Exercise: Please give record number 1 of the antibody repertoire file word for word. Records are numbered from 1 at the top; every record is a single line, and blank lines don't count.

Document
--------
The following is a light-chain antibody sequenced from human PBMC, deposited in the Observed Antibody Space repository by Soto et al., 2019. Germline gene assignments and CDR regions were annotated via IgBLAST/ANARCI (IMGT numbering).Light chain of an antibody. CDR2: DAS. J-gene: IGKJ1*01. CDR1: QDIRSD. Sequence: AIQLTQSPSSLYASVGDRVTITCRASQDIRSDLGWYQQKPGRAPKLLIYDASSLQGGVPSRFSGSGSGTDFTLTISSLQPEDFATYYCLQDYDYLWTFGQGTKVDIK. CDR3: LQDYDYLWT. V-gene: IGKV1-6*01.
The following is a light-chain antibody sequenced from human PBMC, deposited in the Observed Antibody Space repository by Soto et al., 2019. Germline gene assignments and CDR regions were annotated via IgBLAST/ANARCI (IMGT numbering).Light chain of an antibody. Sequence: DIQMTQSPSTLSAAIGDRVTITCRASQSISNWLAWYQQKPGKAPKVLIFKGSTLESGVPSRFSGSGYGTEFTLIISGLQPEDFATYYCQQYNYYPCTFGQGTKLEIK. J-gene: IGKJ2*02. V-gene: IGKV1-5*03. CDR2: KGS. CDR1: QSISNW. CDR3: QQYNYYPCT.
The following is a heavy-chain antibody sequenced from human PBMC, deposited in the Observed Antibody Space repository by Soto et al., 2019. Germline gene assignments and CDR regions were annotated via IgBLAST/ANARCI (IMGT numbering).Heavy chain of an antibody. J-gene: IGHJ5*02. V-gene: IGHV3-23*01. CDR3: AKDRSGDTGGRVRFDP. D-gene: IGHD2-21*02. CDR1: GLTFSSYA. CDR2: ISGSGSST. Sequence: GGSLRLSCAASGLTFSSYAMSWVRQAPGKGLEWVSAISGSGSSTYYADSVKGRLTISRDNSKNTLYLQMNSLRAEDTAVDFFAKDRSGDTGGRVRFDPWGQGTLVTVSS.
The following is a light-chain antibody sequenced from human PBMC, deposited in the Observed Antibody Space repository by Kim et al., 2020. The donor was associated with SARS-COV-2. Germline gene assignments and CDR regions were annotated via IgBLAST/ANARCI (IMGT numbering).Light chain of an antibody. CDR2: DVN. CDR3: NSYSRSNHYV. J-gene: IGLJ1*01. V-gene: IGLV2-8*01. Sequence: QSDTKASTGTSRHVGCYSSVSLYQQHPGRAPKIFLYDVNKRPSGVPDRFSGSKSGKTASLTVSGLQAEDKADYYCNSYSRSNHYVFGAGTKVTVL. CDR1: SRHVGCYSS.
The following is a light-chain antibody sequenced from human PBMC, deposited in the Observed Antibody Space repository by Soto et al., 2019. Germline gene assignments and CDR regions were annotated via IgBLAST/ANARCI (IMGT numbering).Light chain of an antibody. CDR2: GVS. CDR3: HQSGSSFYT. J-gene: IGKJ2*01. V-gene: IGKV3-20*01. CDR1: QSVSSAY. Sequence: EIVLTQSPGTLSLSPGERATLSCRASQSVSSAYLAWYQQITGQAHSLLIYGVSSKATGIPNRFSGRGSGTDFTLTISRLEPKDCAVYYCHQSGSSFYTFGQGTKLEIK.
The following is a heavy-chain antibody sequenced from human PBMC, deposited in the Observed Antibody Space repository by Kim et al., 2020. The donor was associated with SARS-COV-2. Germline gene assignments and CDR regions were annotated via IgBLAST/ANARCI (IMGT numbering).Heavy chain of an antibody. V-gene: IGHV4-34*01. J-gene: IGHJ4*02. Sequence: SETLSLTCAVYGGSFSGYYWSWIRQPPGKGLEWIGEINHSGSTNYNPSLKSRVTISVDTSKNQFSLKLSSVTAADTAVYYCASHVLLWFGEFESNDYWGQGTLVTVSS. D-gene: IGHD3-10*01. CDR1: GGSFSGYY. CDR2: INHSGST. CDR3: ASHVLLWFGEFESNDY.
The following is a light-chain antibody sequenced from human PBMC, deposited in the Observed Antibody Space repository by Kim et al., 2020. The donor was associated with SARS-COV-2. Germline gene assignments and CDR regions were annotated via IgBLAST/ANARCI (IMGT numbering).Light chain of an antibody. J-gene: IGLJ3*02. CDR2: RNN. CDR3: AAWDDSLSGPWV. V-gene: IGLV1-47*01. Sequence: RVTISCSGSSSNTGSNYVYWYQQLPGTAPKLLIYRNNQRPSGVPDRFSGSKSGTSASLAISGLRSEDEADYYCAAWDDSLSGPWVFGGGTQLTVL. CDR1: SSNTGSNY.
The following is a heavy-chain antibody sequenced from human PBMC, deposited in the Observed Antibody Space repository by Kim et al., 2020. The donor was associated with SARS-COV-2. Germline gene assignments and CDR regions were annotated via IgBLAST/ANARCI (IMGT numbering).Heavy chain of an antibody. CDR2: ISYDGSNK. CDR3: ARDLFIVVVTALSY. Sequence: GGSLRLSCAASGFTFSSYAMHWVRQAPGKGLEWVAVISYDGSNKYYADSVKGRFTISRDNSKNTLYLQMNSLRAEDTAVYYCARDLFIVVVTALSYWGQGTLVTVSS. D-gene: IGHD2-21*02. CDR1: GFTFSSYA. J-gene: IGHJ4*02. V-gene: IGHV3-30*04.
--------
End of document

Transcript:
The following is a light-chain antibody sequenced from human PBMC, deposited in the Observed Antibody Space repository by Soto et al., 2019. Germline gene assignments and CDR regions were annotated via IgBLAST/ANARCI (IMGT numbering).Light chain of an antibody. CDR2: DAS. J-gene: IGKJ1*01. CDR1: QDIRSD. Sequence: AIQLTQSPSSLYASVGDRVTITCRASQDIRSDLGWYQQKPGRAPKLLIYDASSLQGGVPSRFSGSGSGTDFTLTISSLQPEDFATYYCLQDYDYLWTFGQGTKVDIK. CDR3: LQDYDYLWT. V-gene: IGKV1-6*01.